Are Political Parties Right for the Future?

As a strategic thinker, futurist leader and non-political figure, I have a neutral view and interest in modelling for governance and the success of humanity. I am therefore writing from an impartial perspective and point of balance. Politics is about gaining, maximising and maintaining authority, influence and power. Governance is about serving humanity – effective decision-making, leading a nation and it’s relationship with the rest of the world. Unfortunately, evidence has demonstrated that deception and ‘dirty tricks’ are often at the heart of politics, with a portion of unscrupulous types, motivated by self-interest.

I pose a philosophical question – To end corruption and unethical strategy games, is an end to political parties the answer? Should ministers be more like a diverse board of directors with different view points as well as skills – a mix of more left or liberal leaning and more right and conservative leading? With changing parties, the ping-pong between two opposites ‘left’ to ‘right’ has both an unsettling impact and financial cost due to the reversal of previous government’s policies. At a minimum this ‘ping-pong leadership’ as I call it, creates division, as well as limited choice. Has this division been orchestrated for financial gain? Where there is conflict, there’s both conversation and distraction – the ideal climate for increasing media activity or hiding activities.

One of the greatest failings in politics is inequitable funding of party electoral campaigning. Where parties are funded by leaders of brands, oligarchs and other influential figures, this creates a stronger hold and influence over a political party and it’s individual members. The outcome of course is financial gain and other influence for the funders, as well as potential financial gain, power and influence for the politician post public service. One of the greatest concerns is financiers from a nation that pose a security risk to the country of the funded political party. This leverage aids the threat, putting weak leaders in place, in readiness to strike, or leaders that will side with them in a crisis. It is no revelation, that while there are honourably motivated individuals in politics, narcissism is prevalent – those motivated by self-interest – money, power, prestige, status, and authority.

It is rather a bleak view or is it just a reality check? So what about inspiring hope, change and providing solutions? The great American architect Buckminster Fuller said “You never change things by fighting the existing reality. To change something, build a new model, that makes the existing model obsolete”. We can apply that thinking to models in business, politics and governance. Have the governance structures of nations changed that much, despite the accelerating change in culture and human evolution? Are we more aware than ever, of the exploitation and dangers to humanity taking place by unethical leaders, or those that are unduly influenced and controlled (puppets)? So what’s the solution? Solutions start with an idea, and mine could be one that others have considered, but perhaps it’s time for review. Firstly, to avoid unfair advantage, all electoral funding should come from public funding and distributed in equal measure, to carefully vetted and qualifying individuals or parties. Politicians and parties should not be in receipt of any funding externally. There should be a review on whether and how political advertising on social networks and media should be enabled (to avoid unfair or unscrupulous competition). Secondly, the concept of the ‘political party’ should be reviewed, to avoid division, ping-pong leadership and the lack of choice. Potentially, if political parties became an obsolete concept, overall leadership of a country, would be more like a board, but rather than the board voting on the members, the general public elects the members, from a diverse pool of talented, vetted and ethical candidates. A psychological evaluation of an individual’s fitness to govern, with focus on measurement of ability, honesty, integrity, narcissistic and sociopathic tendencies, should be a key vetting element. Ultimately, societies have the choice to continue with the current flow of accepting a force which is too great to change, or to rebuild national governance that is fair and ethical for the future.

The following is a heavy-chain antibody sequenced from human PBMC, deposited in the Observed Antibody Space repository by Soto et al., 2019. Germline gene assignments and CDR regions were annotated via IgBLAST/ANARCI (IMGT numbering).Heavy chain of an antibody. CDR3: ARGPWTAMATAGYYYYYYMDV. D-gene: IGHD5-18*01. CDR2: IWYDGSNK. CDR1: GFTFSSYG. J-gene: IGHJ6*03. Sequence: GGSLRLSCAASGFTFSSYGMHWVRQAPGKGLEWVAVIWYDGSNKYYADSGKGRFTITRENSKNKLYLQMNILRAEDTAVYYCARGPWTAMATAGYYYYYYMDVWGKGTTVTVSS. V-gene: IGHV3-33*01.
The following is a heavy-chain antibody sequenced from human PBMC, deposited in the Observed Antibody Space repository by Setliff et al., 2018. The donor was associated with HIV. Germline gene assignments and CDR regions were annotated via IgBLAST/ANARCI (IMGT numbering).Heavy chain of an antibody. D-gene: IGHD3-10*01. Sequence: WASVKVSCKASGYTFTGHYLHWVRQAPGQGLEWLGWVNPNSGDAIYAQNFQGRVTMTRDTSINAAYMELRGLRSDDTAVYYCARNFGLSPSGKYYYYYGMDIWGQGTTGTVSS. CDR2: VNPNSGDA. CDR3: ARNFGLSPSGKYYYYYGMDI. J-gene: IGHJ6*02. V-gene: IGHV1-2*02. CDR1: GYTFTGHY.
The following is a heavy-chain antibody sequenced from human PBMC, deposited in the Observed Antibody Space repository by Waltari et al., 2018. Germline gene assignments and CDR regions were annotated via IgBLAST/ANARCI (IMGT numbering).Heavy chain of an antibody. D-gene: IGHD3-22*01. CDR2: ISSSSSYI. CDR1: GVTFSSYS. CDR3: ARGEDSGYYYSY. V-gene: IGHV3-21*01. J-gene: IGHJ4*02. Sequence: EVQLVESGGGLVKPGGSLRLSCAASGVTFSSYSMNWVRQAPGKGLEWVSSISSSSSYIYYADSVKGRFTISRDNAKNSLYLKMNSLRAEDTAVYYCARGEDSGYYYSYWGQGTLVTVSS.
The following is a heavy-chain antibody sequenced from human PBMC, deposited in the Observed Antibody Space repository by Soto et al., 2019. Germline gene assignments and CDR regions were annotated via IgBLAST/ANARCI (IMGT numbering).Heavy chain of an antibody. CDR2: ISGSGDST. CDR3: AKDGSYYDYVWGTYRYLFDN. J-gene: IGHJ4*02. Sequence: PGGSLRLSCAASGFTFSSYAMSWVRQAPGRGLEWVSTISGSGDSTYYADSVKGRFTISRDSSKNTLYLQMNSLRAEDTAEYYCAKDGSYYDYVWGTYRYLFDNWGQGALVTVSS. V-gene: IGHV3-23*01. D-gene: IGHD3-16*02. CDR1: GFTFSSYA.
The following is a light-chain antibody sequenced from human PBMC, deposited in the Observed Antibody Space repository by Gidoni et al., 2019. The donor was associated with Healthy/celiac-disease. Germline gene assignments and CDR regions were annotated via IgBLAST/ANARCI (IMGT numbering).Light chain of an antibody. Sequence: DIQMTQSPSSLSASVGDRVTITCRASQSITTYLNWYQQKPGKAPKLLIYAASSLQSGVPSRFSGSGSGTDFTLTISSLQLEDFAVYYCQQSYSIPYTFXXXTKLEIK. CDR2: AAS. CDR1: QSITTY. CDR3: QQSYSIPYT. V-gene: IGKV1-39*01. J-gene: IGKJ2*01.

About the Author

Deborah Collier is a strategic and futurist leader, working across boards, business and governance in the UK and USA. A global keynote speaker and author, she is a Thinkers360 Global Top 10 Thought-Leader, who is passionate about inspiring a harmonious, ethical and impacting future for all.